Today’s Need

Today's Need

Some officials in the Trump administration have proposed admitting zero refugees in Fiscal Year 2020. This is unconscionable and would be the end of refugee resettlement in the United States. We need you to contact your senators and congressional representatives to speak out against the dismantling of the refugee resettlement program.


Join us by calling for the passage of the Grace Act:

  • Call your senators and representative (find them here:
  • Call two out-of-town friends or family members and ask them to call their senators and representative every single day
  • Do it again as often as you can
  • Share this Call to Action widely

Want to do this with others? Join us during your lunch hour for Advocacy Wednesdays at 12pm at 2100 Arch St.  We’ll be providing dessert!

Call Pennsylvania Senators

Patrick “Pat” Toomey (R)

Washington D.C. Office: (202) 224-4254

Local Offices: (215) 241-1090, (610) 434-1444


Robert “Bob” Casey (D)

Washington D.C. Office: (202) 224-6324

Local Offices: (215) 405-9660, (610) 782-9470

Call Philadelphia Area Congressional Representatives

District 1: Brian Fitzpatrick (R)

Washington D.C. Office: (202) 225-4276

Local Office: (215) 579-8102


District 2: Brendan Boyle (D)

Washington D.C. Office: (202) 225-6111

Local Offices: (215) 335-3355, (267) 335-5643, (215) 426-4616, (215) 982-1156


District 3: Dwight Evans (D)

Washington D.C. Office: (202) 225-4001

Local Office: (215) 276-0340


District 4: Madeleine Dean (D)

Washington D.C. Office: (202) 225-4731

District Offices: (215) 884-4300, (610) 382-1250


District 5: Mary Gay Scanlon (D)

Washington D.C. Office: (202) 225-2051

District Office: (610) 626-1913


District 6: Chrissy Houlahan (D)

Washington D.C. Office: (202) 225-4315

District Offices: (610) 883-5050, (610) 295-0815

Background Information

  • Since 1980, the average presidential refugee ceiling has exceeded 95,000. In fiscal year 2019, President Trump set the refugee ceiling at 30,000, less than one third the average ceiling since 1980. 
  • Recent reports have suggested that the refugee ceiling will be set between 0 and 10,000 for fiscal year 2020. This is unacceptable and would mean huge setbacks to refugee resettlement in the US for years to come. 
  • We need you to call your senators and congressional representatives and tell them to support the Guaranteed Refugee Admission Ceiling Enhancement Act, also known as the GRACE Act, which would set the annual refugee floor at 95,000 in line with our country’s historical commitment to refugee resettlement.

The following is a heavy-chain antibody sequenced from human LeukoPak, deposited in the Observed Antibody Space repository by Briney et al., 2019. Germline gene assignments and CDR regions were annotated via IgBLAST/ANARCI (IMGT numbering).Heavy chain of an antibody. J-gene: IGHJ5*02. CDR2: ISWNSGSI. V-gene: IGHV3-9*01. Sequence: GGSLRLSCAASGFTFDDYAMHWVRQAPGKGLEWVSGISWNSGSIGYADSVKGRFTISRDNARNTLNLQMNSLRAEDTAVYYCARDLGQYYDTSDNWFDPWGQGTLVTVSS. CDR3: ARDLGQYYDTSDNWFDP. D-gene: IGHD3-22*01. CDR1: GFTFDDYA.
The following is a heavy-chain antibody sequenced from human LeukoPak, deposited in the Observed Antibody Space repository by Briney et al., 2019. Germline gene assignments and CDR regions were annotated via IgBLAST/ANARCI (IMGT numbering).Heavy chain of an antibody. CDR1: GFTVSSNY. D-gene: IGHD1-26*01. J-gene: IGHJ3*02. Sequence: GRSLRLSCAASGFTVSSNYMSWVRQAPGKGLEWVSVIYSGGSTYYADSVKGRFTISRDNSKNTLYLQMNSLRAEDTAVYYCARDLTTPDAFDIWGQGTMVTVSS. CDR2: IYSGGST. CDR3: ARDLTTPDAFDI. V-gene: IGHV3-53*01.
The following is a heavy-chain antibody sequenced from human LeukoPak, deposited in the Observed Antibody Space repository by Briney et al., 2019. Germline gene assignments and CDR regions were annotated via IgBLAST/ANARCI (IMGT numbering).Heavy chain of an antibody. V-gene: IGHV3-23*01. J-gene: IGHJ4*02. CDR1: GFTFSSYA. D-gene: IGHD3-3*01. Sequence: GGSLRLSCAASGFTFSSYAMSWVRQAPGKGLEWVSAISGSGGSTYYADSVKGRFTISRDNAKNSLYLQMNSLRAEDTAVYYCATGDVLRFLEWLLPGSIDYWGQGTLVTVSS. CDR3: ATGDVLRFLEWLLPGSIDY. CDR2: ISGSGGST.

Hello, my name is [YOUR NAME] and I live in [YOUR ZIP CODE].

I am calling today ask [NAME OF CONGRESSPERSON] to do everything in their power to ensure that President Trump sets the refugee ceiling at 95,000 for fiscal year 2020. I am asking for 95,000 because that has been the average annual refugee ceiling since 1980.

There have been recent reports that the administration is considering a ceiling between 0 and 10,000. This is concerning because the world is currently facing the highest number of displaced people it has ever seen at 70.8 million.

One way that [NAME OF CONGRESSPERSON] can help is by supporting the Guaranteed Refugee Admission Ceiling Enhancement Act, also known as the GRACE Act, which would set the refugee resettlement floor at 95,000. Please pass along my message about the importance of maintaining refugee acceptance and that I urge [NAME OF CONGRESSPERSON] to support the GRACE Act.

Further Talking Points

  • There are 70.8 million forcibly displaced people as of 2019, the highest number the world has ever seen. 
  • Refugees are the most highly vetted immigrants to the United States, undergoing a six-step vetting process that often takes years to complete. 
  • Refugees strengthen the economy by contributing as consumers and taxpayers. Entrepreneurship among refugees is about 50% higher than natural-born citizens in the US. 
  • The current administration frequently justifies its abdication of U.S. leadership on refugee resettlement by blaming the number of asylum seekers arriving at our southern border who are fleeing violence and persecution. However, they have made concerted efforts to deter asylum seekers by:
    • Instituting zero-tolerance policies on illegal border crossings resulting in family separation